Camping At Three Forks, Part 3

I was happy to see my friends had made it safe and sound to the campsite.  I have to say, I was getting lonely in the woods all by myself.  I took my voice recorder to record a show (coming later) and I talked for a short while…only to learn that my batteries weren’t as good as expected.  Even then, I felt a little stupid talking to myself in the woods.  Sure, I could say that I was speaking to some armadillo or raccoon in a tree somewhere, but truthfully, it would have probably been a mountain lion instead.  That’s another reassuring thought!

We arrived at the campsite and started setting up.  Like the Thursday before, I became a little pissed at myself while putting the tent together.  It had only been two years and I had already forgotten how to put it together.  I helped my friend put together this awesome tent on the back of his truck.  He found a tent online that allowed him to place it on the bed of his S10 pickup.  He had assembled boxes made from 2×4’s and plywood that created a raised bed.  On top of that was an inflatable mattress.  How cool is that?!  After helping them, I went back to my own tent and completed.  I had it all in the back of my mind.

After getting our abodes completed, it was time for supper.  Man oh man, I knew they were bringing things to cook, but I was in for a surprise.  When they began to empty the cooler and other bags, I saw an entire kitchen.  A tenderloin, grits, peas, butter, cream, salt, pepper, and the list goes on.  I felt bad because I had brought some sliced oranges and some sugar wafers!  GO ME!  I took out my Jetboil® and Joe took out his stove and Clark put together the grill.  We finally got a fire started (after using a half bottle of lighter fluid) and sat down for a relaxing evening.

To say that dinner was good would be lying.  The other two thought the tenderloin was a tad dry.  I thought it was…perfect.  Hey, when there is free food, you don’t have any damn room to talk about how or what was prepared.  You kiss the cook (hehe) and say many thanks.  The fire continued to blaze and eventually, at least one of the campers got warm enough to disrobe….completely.  I was not that camper as I was a bit cold and comfortable in my jeans and fleece.

After a few beers and talking for a while, we all piled into our tents for the night.  I was alone…shut it!…and ended up in the tent with the guys and fell asleep comfortably.  I was comfortable, that is, until around three or four in the morning when my bladder was screaming at me relentlessly.  I had to get up and take care of things.  Being thoughtful of the guys, I said I would just sleep in my tent the rest of the night.  I climbed into my tent and into my nice warm sleeping bag.  Not long after, I opened my eyes and started listening to the creek.  The sound was mesmerizing.  It sounded like a continuous rainstorm as it rolled over the rocks and down a small waterfall.  It’s funny that I use the comparison of the sound to a rainstorm because within a few moments, one drop of rain hit the tent.  Then two or three hit.  And then, there came the rainstorm.  Of course, as much as I was praying to not get any rain that night, it was not to happen.  It rained from around 5am till I sat up at 8am.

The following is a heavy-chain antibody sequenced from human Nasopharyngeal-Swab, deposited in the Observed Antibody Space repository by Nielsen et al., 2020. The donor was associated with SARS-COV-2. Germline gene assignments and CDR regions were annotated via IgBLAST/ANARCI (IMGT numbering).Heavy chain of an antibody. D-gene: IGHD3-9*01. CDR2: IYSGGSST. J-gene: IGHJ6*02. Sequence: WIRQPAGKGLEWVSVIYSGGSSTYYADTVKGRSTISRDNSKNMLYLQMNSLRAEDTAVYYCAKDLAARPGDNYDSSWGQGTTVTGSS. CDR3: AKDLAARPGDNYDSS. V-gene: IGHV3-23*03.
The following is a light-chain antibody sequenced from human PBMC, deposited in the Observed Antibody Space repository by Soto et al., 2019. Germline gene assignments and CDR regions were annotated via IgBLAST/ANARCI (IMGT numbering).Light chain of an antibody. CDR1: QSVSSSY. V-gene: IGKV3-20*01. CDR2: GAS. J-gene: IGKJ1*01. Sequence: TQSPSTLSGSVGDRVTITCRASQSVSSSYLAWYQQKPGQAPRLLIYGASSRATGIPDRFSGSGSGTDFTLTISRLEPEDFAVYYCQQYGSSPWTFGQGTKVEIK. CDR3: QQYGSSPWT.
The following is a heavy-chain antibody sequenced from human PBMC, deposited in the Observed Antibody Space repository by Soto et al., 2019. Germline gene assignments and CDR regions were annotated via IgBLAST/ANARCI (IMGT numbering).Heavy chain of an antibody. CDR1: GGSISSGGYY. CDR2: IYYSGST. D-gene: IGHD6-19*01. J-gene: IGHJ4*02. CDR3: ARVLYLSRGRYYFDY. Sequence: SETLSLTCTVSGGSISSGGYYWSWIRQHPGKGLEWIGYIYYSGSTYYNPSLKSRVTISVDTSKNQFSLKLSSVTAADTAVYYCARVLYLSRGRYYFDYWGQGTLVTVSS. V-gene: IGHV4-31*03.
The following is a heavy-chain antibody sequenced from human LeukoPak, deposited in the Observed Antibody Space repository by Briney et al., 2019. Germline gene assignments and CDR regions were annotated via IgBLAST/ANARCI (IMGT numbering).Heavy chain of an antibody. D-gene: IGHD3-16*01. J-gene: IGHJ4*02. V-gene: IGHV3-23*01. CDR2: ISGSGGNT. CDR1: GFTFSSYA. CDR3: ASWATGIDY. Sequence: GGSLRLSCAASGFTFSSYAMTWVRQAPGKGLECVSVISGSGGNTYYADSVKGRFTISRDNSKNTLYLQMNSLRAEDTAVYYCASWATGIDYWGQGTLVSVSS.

I am not the know-it-all camper and have never professed to be one.  I think I have an advantage over many other men who have never been camping in their lives.  Saying that, I must not have checked the proper closure of my tent earlier in the morning because there was a puddle of water at the foot of my tent.  Thankfully, it did not get on my sleeping bag.  I would have been ROYALLY pissed.  The water, however, did get into the unsealed bag containing my new FTL thermal underwear shirt I had bought on the way up there as I knew how nights in the mountains became cold.  So much for me staying warm during the rain.  I carried on with getting my tent down and putting everything away on the inside.

Just so that we could say we took a hike, Joe and I walked down the road a piece with the dogs and then walked back even wetter than before as the rain picked up during our walk.  When we arrived back at the site, we changed into dryer clothes and took down their tent.  I walked to the campers not far from us and asked if there was an easier way to get to civilization.  She said. “Just go down this road here and when you get to the intersection, take a left.  Make sure you take a left, now!  Keep going and you’ll pass a church and shortly after, the road turns into pavement.”  Well, I’ll be a one legged cheerleader trying to do a split.  After all the muddin’ the day before, there was an easier way to get to the site.  I thanked her in my southern gentleman way and told the others.

We left the sites, turned left at the intersection, then passed this country white church (what other color would it be?) and then reached pavement.  Hallelujah, there was electricity and houses every now and then, and other cars driving passed us.  Where were we going?  My Tom Tom® had said, “You are on your own, big boy!”  After a few miles, we reached a gas station where a pretty little country lady told me how to get to Dawsonville, and I once again said thank you in my southern gentleman way, and we left, not stopping again till we reached home.

I know by this time, you are all thinking I could have wrapped this up two postings ago, but I really love camping and getting out in the backwoods of North Georgia.  Hell, anywhere pretty much!  I love it here because it’s not as flat as South Alabama, but I call both my home now.  I can’t wait to get back into the mountains!

Leave a Reply

Your email address will not be published. Required fields are marked *